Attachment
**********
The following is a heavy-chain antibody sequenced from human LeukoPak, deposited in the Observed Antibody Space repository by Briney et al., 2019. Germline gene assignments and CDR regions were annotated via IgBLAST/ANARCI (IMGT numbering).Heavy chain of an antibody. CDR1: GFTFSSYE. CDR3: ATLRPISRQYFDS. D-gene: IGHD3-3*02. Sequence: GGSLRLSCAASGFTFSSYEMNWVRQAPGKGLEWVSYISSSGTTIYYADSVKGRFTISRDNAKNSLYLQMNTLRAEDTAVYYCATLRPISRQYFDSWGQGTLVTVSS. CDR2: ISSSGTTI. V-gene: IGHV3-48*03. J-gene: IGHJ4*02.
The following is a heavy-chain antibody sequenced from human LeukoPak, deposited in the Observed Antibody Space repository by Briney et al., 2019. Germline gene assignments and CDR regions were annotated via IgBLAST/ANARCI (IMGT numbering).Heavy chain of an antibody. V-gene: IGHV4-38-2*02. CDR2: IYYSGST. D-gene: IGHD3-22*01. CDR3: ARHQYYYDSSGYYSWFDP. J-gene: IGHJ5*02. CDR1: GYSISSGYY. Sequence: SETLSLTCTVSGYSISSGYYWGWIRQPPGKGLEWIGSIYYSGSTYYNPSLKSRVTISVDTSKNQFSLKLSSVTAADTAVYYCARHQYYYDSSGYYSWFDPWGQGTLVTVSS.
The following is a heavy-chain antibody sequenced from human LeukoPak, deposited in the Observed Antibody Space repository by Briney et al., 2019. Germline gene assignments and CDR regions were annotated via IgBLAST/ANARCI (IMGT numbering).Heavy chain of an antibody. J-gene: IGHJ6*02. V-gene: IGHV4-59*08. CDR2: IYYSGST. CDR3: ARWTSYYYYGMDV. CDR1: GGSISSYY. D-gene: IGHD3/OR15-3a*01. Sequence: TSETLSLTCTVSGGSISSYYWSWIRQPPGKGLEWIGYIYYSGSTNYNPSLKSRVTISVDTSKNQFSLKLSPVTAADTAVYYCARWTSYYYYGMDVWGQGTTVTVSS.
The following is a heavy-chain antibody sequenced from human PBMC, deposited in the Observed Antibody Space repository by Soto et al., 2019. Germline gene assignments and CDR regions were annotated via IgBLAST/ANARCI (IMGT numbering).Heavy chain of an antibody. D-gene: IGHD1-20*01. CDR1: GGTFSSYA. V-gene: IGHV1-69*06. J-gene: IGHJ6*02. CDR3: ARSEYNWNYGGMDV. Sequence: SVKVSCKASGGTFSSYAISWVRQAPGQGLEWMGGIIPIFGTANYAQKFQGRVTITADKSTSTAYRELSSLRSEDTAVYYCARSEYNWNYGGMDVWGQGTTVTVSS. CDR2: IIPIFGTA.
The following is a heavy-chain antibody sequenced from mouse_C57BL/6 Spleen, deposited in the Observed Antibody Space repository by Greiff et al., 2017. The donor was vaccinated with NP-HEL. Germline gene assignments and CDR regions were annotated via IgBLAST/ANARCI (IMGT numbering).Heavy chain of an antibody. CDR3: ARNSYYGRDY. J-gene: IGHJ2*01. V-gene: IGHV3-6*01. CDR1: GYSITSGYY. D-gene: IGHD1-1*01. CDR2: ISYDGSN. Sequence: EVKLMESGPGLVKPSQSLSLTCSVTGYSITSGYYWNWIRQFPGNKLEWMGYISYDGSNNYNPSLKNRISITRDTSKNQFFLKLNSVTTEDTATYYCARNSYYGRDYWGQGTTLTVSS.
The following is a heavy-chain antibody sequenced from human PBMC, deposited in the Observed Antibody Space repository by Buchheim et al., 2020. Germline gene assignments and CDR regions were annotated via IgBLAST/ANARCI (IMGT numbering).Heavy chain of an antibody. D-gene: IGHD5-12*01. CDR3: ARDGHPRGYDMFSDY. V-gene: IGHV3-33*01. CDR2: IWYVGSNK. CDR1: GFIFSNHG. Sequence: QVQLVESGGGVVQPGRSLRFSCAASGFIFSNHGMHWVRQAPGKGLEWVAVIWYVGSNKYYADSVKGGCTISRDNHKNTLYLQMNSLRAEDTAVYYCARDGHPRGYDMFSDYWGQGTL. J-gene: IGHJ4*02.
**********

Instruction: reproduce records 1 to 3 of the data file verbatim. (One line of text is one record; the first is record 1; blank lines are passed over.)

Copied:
The following is a heavy-chain antibody sequenced from human LeukoPak, deposited in the Observed Antibody Space repository by Briney et al., 2019. Germline gene assignments and CDR regions were annotated via IgBLAST/ANARCI (IMGT numbering).Heavy chain of an antibody. CDR1: GFTFSSYE. CDR3: ATLRPISRQYFDS. D-gene: IGHD3-3*02. Sequence: GGSLRLSCAASGFTFSSYEMNWVRQAPGKGLEWVSYISSSGTTIYYADSVKGRFTISRDNAKNSLYLQMNTLRAEDTAVYYCATLRPISRQYFDSWGQGTLVTVSS. CDR2: ISSSGTTI. V-gene: IGHV3-48*03. J-gene: IGHJ4*02.
The following is a heavy-chain antibody sequenced from human LeukoPak, deposited in the Observed Antibody Space repository by Briney et al., 2019. Germline gene assignments and CDR regions were annotated via IgBLAST/ANARCI (IMGT numbering).Heavy chain of an antibody. V-gene: IGHV4-38-2*02. CDR2: IYYSGST. D-gene: IGHD3-22*01. CDR3: ARHQYYYDSSGYYSWFDP. J-gene: IGHJ5*02. CDR1: GYSISSGYY. Sequence: SETLSLTCTVSGYSISSGYYWGWIRQPPGKGLEWIGSIYYSGSTYYNPSLKSRVTISVDTSKNQFSLKLSSVTAADTAVYYCARHQYYYDSSGYYSWFDPWGQGTLVTVSS.
The following is a heavy-chain antibody sequenced from human LeukoPak, deposited in the Observed Antibody Space repository by Briney et al., 2019. Germline gene assignments and CDR regions were annotated via IgBLAST/ANARCI (IMGT numbering).Heavy chain of an antibody. J-gene: IGHJ6*02. V-gene: IGHV4-59*08. CDR2: IYYSGST. CDR3: ARWTSYYYYGMDV. CDR1: GGSISSYY. D-gene: IGHD3/OR15-3a*01. Sequence: TSETLSLTCTVSGGSISSYYWSWIRQPPGKGLEWIGYIYYSGSTNYNPSLKSRVTISVDTSKNQFSLKLSPVTAADTAVYYCARWTSYYYYGMDVWGQGTTVTVSS.